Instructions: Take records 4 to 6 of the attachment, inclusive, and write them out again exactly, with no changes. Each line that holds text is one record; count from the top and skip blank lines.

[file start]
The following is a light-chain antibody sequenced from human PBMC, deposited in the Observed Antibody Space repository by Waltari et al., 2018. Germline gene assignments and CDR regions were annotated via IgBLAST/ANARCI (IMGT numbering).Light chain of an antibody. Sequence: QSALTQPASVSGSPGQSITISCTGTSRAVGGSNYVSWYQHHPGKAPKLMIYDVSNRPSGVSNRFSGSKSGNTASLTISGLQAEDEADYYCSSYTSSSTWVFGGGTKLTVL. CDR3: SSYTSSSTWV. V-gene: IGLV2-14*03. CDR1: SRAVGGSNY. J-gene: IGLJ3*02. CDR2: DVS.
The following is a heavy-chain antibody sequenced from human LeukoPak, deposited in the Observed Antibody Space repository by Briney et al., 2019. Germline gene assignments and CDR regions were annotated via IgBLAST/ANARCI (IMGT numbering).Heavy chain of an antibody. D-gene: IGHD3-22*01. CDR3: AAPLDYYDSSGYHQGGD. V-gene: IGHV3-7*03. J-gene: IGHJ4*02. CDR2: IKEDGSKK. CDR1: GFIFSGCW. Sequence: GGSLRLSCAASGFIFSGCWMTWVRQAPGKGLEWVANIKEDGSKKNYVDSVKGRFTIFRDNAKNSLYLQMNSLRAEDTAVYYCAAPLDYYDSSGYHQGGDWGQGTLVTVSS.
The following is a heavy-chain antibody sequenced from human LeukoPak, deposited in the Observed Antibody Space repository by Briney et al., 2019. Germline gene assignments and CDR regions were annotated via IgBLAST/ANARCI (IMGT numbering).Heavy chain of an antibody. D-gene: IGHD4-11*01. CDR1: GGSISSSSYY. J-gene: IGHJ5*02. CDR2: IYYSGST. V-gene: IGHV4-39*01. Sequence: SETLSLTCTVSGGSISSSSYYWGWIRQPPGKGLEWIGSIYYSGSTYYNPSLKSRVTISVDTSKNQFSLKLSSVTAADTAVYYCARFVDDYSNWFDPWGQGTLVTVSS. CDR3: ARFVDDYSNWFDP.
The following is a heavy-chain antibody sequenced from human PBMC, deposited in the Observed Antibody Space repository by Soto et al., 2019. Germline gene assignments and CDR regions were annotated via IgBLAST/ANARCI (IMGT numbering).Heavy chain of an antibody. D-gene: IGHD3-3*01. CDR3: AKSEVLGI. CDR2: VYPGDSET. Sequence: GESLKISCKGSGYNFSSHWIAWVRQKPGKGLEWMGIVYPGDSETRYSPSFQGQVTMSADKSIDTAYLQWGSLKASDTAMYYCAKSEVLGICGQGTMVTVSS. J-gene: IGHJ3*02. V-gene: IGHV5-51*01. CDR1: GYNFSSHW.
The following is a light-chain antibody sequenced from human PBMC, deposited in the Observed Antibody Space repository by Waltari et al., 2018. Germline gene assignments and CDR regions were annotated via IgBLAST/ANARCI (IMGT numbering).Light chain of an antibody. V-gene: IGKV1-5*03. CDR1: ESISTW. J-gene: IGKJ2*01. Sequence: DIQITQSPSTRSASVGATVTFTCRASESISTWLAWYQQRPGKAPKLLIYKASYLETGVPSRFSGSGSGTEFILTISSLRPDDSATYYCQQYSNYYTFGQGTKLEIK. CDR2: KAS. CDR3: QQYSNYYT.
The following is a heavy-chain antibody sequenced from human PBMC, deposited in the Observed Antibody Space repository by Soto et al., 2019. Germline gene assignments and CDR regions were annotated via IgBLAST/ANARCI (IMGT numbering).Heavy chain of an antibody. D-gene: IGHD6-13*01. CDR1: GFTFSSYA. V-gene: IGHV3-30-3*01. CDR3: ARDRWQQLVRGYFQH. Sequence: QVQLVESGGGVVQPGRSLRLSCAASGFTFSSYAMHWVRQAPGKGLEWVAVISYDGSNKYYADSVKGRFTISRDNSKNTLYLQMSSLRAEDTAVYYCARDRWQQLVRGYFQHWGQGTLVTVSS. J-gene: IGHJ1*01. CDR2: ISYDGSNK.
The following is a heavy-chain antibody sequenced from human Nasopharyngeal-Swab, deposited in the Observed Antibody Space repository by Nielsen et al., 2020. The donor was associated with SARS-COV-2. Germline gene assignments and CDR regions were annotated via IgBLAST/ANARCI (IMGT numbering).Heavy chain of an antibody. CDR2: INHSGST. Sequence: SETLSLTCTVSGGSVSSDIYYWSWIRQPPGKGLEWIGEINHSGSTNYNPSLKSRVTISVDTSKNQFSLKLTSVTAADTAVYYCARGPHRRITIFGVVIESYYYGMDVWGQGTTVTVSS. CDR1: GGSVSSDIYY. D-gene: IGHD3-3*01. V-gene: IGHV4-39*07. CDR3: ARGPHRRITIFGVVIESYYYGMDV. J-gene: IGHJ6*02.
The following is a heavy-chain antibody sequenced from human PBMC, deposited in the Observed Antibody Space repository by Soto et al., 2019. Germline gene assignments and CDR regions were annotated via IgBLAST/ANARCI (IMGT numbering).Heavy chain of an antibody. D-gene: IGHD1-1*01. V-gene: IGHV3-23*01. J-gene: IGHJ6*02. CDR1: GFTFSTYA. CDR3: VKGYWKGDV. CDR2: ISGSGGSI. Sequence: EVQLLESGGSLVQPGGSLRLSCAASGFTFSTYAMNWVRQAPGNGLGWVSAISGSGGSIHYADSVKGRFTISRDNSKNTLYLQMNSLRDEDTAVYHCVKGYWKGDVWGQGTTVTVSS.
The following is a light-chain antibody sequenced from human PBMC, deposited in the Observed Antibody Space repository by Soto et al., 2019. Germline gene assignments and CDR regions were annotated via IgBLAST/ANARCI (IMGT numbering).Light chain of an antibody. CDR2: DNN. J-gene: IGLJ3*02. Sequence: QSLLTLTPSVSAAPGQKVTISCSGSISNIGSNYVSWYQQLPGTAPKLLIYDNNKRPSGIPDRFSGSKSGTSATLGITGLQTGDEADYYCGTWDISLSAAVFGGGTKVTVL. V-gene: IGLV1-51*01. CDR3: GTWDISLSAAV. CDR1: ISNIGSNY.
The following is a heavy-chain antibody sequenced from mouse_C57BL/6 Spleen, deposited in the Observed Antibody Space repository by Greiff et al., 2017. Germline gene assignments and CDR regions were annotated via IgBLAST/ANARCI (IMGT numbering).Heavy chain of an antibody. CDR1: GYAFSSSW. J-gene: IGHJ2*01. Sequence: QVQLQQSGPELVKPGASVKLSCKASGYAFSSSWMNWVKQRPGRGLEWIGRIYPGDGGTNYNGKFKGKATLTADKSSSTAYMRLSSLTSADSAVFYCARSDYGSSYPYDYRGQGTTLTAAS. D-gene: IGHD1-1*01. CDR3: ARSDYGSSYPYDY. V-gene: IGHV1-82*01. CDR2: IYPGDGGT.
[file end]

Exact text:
The following is a heavy-chain antibody sequenced from human PBMC, deposited in the Observed Antibody Space repository by Soto et al., 2019. Germline gene assignments and CDR regions were annotated via IgBLAST/ANARCI (IMGT numbering).Heavy chain of an antibody. D-gene: IGHD3-3*01. CDR3: AKSEVLGI. CDR2: VYPGDSET. Sequence: GESLKISCKGSGYNFSSHWIAWVRQKPGKGLEWMGIVYPGDSETRYSPSFQGQVTMSADKSIDTAYLQWGSLKASDTAMYYCAKSEVLGICGQGTMVTVSS. J-gene: IGHJ3*02. V-gene: IGHV5-51*01. CDR1: GYNFSSHW.
The following is a light-chain antibody sequenced from human PBMC, deposited in the Observed Antibody Space repository by Waltari et al., 2018. Germline gene assignments and CDR regions were annotated via IgBLAST/ANARCI (IMGT numbering).Light chain of an antibody. V-gene: IGKV1-5*03. CDR1: ESISTW. J-gene: IGKJ2*01. Sequence: DIQITQSPSTRSASVGATVTFTCRASESISTWLAWYQQRPGKAPKLLIYKASYLETGVPSRFSGSGSGTEFILTISSLRPDDSATYYCQQYSNYYTFGQGTKLEIK. CDR2: KAS. CDR3: QQYSNYYT.
The following is a heavy-chain antibody sequenced from human PBMC, deposited in the Observed Antibody Space repository by Soto et al., 2019. Germline gene assignments and CDR regions were annotated via IgBLAST/ANARCI (IMGT numbering).Heavy chain of an antibody. D-gene: IGHD6-13*01. CDR1: GFTFSSYA. V-gene: IGHV3-30-3*01. CDR3: ARDRWQQLVRGYFQH. Sequence: QVQLVESGGGVVQPGRSLRLSCAASGFTFSSYAMHWVRQAPGKGLEWVAVISYDGSNKYYADSVKGRFTISRDNSKNTLYLQMSSLRAEDTAVYYCARDRWQQLVRGYFQHWGQGTLVTVSS. J-gene: IGHJ1*01. CDR2: ISYDGSNK.